Adaptations and Editions: Two Critical Perspectives for Poe’s Legacy

Edgar Allan Poe was no doubt one of the most respected, well-known poets of all time. Throughout his life, he primarily wrote poems and stories that revolve around depressing and spooky themes. Consequently, many of his fans and non-fans alike view Poe as a master of the “dark arts,” which is a perspective that ultimately speaks to Poe’s legacy, that is, his legacy as a man who focused greatly on the darker aspects of literary creativity. Yet, there are certainly other factors that also serve to potentially influence Poe’s legacy. Specifically, various adaptations and different editions of Poe’s works serve to enhance Poe’s incredible legacy.

Various adaptations of Poe’s works undoubtedly enhance the popularity of Poe as a poet. Having lived in the 19th century, Poe employed a great amount of somewhat obscure, olden 19th century American language, making many of his poems and stories somewhat difficult to understand in their entireties for modern day readers, especially for younger audiences that are not yet advanced readers. For example, a somewhat complex poem for younger audiences, such as “To Helen” by Poe, can be presented and conveyed in a more efficient manner by translating the poem into simpler, modern day vocabulary. Although this would certainly detract from the original quality that makes Poe’s pieces incredibly unique, it would

ultimately convey the message and meaning of the poem, which is paramount for those who wish to understand Poe’s primary literary interests. Without adaptations, less-advanced readers will be able to appreciate Poe’s style, yet won’t be able to completely appreciate Poe’s intent and focus. Thus, using adaptations allows readers to attain a more complete perspective regarding Poe’s works, allowing them to gain a better understanding, and therefore appreciation of Poe as one of the most legendary American poets of all time.



(This image displays the original lines from the poem, “To Helen.” As you can see, the language is somewhat complex for portions of modern day audiences, especially children. In this case, an adapted version would certainly be of benefit with regards to better conveying the message and meaning of the poem to more readers in general).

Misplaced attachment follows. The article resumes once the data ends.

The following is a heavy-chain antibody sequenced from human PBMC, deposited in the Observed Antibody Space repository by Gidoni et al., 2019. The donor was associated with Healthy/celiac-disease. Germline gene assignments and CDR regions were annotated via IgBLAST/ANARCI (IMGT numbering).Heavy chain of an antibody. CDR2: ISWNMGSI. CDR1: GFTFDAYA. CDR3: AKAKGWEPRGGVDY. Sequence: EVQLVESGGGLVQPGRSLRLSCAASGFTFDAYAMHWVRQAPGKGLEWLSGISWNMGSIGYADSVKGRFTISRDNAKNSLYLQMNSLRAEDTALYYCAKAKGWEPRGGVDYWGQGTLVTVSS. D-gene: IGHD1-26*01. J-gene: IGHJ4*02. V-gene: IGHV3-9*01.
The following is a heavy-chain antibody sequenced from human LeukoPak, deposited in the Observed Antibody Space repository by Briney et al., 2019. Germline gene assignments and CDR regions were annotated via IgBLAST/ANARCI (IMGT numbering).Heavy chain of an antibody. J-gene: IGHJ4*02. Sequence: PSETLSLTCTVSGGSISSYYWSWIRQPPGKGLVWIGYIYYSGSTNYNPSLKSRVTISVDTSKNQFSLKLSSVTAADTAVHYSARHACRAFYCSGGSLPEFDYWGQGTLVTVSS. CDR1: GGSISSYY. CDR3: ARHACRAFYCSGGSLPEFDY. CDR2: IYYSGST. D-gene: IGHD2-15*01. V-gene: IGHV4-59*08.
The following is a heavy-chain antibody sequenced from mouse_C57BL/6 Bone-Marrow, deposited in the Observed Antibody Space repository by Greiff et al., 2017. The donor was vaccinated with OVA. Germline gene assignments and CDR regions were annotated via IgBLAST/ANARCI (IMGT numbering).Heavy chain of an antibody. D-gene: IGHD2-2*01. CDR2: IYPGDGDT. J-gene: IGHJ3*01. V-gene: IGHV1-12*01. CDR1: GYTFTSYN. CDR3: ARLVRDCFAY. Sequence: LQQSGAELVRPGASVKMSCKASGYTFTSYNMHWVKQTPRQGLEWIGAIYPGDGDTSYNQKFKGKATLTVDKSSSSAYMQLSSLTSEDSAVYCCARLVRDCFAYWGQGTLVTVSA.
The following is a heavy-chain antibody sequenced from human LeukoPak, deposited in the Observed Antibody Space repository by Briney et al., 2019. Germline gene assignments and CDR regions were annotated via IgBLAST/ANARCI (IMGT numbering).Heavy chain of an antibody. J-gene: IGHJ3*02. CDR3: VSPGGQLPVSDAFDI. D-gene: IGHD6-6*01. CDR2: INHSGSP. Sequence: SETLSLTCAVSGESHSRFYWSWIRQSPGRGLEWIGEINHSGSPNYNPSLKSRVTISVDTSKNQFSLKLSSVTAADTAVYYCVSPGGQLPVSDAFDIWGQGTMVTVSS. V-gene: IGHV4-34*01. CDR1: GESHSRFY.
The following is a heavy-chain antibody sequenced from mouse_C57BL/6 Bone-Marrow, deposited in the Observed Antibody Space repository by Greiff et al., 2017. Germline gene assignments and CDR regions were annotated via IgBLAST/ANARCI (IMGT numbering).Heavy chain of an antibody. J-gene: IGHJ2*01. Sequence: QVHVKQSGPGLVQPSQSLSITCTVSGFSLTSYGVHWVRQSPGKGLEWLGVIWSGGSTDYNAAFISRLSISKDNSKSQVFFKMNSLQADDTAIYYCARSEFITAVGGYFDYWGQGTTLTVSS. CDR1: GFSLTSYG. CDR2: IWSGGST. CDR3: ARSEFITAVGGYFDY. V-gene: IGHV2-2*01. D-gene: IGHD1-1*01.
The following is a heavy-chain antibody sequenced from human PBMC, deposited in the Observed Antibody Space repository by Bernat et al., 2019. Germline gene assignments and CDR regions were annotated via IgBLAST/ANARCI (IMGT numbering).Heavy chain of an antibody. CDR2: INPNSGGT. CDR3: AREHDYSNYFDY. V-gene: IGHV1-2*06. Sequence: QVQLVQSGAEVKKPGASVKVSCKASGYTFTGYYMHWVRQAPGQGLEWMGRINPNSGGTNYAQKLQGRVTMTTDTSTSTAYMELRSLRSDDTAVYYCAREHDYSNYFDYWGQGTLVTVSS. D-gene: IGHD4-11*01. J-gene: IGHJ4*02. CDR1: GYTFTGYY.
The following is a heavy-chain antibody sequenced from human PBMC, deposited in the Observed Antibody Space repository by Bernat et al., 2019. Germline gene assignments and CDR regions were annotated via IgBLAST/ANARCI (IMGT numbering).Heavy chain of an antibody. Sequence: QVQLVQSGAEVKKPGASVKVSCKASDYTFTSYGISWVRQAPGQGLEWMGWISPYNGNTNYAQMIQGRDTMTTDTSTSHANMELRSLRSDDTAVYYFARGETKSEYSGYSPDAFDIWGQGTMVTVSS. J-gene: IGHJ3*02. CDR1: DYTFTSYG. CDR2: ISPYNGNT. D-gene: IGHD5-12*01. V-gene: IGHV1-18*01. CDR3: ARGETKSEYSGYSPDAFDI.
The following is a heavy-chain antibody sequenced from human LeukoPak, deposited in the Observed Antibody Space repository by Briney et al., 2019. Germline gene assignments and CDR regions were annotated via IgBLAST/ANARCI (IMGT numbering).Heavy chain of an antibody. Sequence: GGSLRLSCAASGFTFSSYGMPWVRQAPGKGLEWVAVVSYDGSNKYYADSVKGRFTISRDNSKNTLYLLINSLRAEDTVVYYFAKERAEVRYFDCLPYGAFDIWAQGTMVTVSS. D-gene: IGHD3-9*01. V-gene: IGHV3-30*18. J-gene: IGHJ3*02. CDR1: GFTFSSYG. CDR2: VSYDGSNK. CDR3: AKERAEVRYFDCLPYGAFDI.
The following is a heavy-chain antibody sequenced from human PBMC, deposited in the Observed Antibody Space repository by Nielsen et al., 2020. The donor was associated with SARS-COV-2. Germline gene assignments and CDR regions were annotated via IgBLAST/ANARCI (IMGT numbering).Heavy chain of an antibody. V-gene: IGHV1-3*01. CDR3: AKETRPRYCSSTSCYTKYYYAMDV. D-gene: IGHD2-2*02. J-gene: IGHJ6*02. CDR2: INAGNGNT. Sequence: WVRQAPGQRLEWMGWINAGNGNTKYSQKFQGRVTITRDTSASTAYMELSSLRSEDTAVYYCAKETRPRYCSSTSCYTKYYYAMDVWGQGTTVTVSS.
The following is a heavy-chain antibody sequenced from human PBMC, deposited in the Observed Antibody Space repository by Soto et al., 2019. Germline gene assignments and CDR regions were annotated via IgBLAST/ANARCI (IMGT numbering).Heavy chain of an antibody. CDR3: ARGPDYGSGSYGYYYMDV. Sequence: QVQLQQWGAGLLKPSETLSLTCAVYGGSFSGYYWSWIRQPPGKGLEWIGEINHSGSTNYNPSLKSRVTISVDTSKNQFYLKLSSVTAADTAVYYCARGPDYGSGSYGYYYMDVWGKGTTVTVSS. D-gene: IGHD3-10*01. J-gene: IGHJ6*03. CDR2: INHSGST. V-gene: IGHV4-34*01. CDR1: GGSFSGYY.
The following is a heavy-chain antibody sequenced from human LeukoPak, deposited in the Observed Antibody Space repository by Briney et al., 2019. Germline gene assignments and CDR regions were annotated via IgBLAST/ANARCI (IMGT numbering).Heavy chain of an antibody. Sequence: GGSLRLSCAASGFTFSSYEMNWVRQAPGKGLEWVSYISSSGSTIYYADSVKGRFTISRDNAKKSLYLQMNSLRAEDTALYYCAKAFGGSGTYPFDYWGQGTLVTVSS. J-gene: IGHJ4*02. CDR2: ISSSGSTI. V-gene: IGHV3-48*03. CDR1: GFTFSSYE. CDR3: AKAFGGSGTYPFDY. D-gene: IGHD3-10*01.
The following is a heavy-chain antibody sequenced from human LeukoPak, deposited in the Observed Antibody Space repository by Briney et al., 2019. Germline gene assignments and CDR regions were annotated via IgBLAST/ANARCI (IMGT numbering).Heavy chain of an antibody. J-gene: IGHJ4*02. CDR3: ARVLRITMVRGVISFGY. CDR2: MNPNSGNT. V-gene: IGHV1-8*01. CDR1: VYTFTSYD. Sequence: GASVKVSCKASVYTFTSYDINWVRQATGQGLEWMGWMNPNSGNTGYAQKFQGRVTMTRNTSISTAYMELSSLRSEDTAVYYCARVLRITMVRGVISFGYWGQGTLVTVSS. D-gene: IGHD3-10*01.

Just as important as adaptions are the various editions of Poe’s works that have been made throughout the years, especially after his death. Just as modifying the actual work itself to more effectively relate to a larger audience does, providing different editions of his works can help to serve the very same purpose. For example, Poe’s manuscript of “Annabel Lee” and a blog posted, typed copy of the same poem each provide a different angle by which to appreciate the poem. A manuscript can function aesthetically, serving to please those who prefer semi- ancient vibes and authenticity of the piece. On the other hand, some may prefer a typed copy of the poem posted online because it is more legible and therefore easier to read than a handwritten copy from almost two centuries ago. Differing editions are crucial because they don’t primarily change the integrity or words of Poe’s stories or poems, but rather, they provide different ways to present these works. In addition, different editions of Poe’s works provides for different illustrations that accompany specific editions, allowing the reader to further polish their specific perspectives of each piece with the influence of associated images. This can be seen with the many dark, depressing pieces of artwork that accompanies many editions

of his poem, “Annabel Lee.” These editions maintain the same, unabridged text, yet the artwork provided with many of these editions still serves to further emphasize to the reader that the piece is most likely intended to be a sad one; although the artwork for each edition may be different, they all share the similar quality of reinforcing the tone of his poem. With regards to Poe himself, different editions of his works certainly enhance his legacy, as they collectively satisfy a larger target audience with various presentation styles and therefore increase Poe’s popularity in the public eye overall.


(Displayed here is an image of an original manuscript of “Annabel Lee” that was crafted by Poe. This certainly provides some level of aesthetic satisfaction when compared to simple, typed versions of this poem– the archaic vibe accentuates the “olden” language of the poem and provides for a much more spooky quality for the poem overall, making for a more entertaining piece for the reader).

Overall, Poe created innumerable works that have been consistently subject to adaptations and different editions. Both these adaptations and editions ultimately serve to complement his already respectable legacy by essentially appeasing a larger audience, and therefore substantially elevating his popularity as one of America’s all time greatest writers. Undoubtedly, Poe’s works have lived well- beyond his time on earth, and most likely forever will live—as a manifestation of his “afterlives.”


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